Scientific rationality and anomaly

Understanding Society

Some discussion of the empirical status of social science theories and hypotheses in the past has revolved around Karl Popper’s formulation of the doctrine of falsifiability. However, this criticism is almost always misplaced in the context of the social sciences. This is true for several reasons: sociologists rarely offer unified deductive theories of social phenomena; the heterogeneity of the social world implies that explanations of social outcomes almost always need to be multi-causal; and as a result of these two features, social explanations and theories can usually be supported through piecemeal empirical investigation — not through their distant global deductive consequences (link). Sociology is not physics.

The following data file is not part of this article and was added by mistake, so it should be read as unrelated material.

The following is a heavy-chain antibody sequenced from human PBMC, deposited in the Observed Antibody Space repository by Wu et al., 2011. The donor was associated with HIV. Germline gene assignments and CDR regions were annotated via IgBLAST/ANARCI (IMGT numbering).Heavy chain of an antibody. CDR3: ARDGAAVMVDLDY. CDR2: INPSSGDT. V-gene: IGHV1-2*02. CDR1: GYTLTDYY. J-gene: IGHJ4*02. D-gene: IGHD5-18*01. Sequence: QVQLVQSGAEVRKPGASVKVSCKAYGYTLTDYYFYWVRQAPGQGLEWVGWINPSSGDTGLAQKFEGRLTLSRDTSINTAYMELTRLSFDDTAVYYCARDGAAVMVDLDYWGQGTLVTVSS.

Popper’s requirement is that all scientific hypotheses must in principle be falsifiable: that is, it must be possible to specify in advance a set of empirical circumstances which would demonstrate the falsity of the hypothesis. Popper writes, “A theory which is not…

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